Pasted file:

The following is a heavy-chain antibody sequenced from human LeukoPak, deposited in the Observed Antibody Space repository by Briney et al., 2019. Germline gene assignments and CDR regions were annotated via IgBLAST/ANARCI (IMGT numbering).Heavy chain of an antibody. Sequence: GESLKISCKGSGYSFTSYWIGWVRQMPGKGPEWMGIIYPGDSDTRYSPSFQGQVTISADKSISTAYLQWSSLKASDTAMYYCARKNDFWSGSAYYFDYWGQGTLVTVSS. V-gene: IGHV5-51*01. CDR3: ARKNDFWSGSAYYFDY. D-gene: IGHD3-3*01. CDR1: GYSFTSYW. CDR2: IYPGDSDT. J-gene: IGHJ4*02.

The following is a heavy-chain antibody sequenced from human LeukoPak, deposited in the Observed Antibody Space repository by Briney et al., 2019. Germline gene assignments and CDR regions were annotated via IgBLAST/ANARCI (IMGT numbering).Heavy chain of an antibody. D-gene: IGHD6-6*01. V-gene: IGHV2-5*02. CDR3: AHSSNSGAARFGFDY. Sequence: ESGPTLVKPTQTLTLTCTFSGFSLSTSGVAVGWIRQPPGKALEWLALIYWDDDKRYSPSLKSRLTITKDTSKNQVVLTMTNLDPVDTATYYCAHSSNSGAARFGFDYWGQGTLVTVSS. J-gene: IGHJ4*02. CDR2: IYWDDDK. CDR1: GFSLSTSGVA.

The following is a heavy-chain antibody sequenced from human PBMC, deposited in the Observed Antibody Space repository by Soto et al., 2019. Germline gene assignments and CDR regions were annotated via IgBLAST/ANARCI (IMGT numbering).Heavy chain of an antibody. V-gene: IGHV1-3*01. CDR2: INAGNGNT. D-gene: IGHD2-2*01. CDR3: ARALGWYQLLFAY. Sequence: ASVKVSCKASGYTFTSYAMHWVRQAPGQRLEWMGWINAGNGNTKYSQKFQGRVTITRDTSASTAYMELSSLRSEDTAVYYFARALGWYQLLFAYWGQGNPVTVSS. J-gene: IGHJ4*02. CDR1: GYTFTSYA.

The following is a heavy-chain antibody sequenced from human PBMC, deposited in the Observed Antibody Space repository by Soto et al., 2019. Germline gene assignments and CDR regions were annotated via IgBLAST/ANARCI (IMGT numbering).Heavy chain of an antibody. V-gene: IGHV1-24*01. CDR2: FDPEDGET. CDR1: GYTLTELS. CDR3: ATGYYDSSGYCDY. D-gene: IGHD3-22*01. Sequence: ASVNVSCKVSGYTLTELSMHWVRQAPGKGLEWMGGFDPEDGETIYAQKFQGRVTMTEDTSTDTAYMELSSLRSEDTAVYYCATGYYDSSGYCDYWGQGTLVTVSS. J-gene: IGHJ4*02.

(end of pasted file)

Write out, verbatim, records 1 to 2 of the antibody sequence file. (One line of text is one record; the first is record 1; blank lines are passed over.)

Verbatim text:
The following is a heavy-chain antibody sequenced from human LeukoPak, deposited in the Observed Antibody Space repository by Briney et al., 2019. Germline gene assignments and CDR regions were annotated via IgBLAST/ANARCI (IMGT numbering).Heavy chain of an antibody. Sequence: GESLKISCKGSGYSFTSYWIGWVRQMPGKGPEWMGIIYPGDSDTRYSPSFQGQVTISADKSISTAYLQWSSLKASDTAMYYCARKNDFWSGSAYYFDYWGQGTLVTVSS. V-gene: IGHV5-51*01. CDR3: ARKNDFWSGSAYYFDY. D-gene: IGHD3-3*01. CDR1: GYSFTSYW. CDR2: IYPGDSDT. J-gene: IGHJ4*02.

The following is a heavy-chain antibody sequenced from human LeukoPak, deposited in the Observed Antibody Space repository by Briney et al., 2019. Germline gene assignments and CDR regions were annotated via IgBLAST/ANARCI (IMGT numbering).Heavy chain of an antibody. D-gene: IGHD6-6*01. V-gene: IGHV2-5*02. CDR3: AHSSNSGAARFGFDY. Sequence: ESGPTLVKPTQTLTLTCTFSGFSLSTSGVAVGWIRQPPGKALEWLALIYWDDDKRYSPSLKSRLTITKDTSKNQVVLTMTNLDPVDTATYYCAHSSNSGAARFGFDYWGQGTLVTVSS. J-gene: IGHJ4*02. CDR2: IYWDDDK. CDR1: GFSLSTSGVA.